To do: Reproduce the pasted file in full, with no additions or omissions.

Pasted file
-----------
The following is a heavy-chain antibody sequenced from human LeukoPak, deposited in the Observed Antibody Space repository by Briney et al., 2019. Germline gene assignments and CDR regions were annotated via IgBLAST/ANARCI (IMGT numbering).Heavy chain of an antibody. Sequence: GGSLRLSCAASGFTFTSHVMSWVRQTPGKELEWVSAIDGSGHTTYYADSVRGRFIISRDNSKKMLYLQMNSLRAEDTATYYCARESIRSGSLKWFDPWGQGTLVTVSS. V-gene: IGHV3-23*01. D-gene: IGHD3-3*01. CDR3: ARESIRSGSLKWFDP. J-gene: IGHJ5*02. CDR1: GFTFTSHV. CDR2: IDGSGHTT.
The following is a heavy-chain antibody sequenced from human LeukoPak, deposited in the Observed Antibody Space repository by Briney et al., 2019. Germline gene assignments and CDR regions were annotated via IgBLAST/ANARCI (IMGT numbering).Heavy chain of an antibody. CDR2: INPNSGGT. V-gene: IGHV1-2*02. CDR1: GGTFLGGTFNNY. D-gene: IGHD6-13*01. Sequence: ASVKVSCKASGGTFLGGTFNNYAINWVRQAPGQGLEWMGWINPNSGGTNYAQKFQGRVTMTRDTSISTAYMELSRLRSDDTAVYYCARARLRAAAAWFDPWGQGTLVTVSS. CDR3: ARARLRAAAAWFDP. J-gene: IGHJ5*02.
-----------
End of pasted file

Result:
The following is a heavy-chain antibody sequenced from human LeukoPak, deposited in the Observed Antibody Space repository by Briney et al., 2019. Germline gene assignments and CDR regions were annotated via IgBLAST/ANARCI (IMGT numbering).Heavy chain of an antibody. Sequence: GGSLRLSCAASGFTFTSHVMSWVRQTPGKELEWVSAIDGSGHTTYYADSVRGRFIISRDNSKKMLYLQMNSLRAEDTATYYCARESIRSGSLKWFDPWGQGTLVTVSS. V-gene: IGHV3-23*01. D-gene: IGHD3-3*01. CDR3: ARESIRSGSLKWFDP. J-gene: IGHJ5*02. CDR1: GFTFTSHV. CDR2: IDGSGHTT.
The following is a heavy-chain antibody sequenced from human LeukoPak, deposited in the Observed Antibody Space repository by Briney et al., 2019. Germline gene assignments and CDR regions were annotated via IgBLAST/ANARCI (IMGT numbering).Heavy chain of an antibody. CDR2: INPNSGGT. V-gene: IGHV1-2*02. CDR1: GGTFLGGTFNNY. D-gene: IGHD6-13*01. Sequence: ASVKVSCKASGGTFLGGTFNNYAINWVRQAPGQGLEWMGWINPNSGGTNYAQKFQGRVTMTRDTSISTAYMELSRLRSDDTAVYYCARARLRAAAAWFDPWGQGTLVTVSS. CDR3: ARARLRAAAAWFDP. J-gene: IGHJ5*02.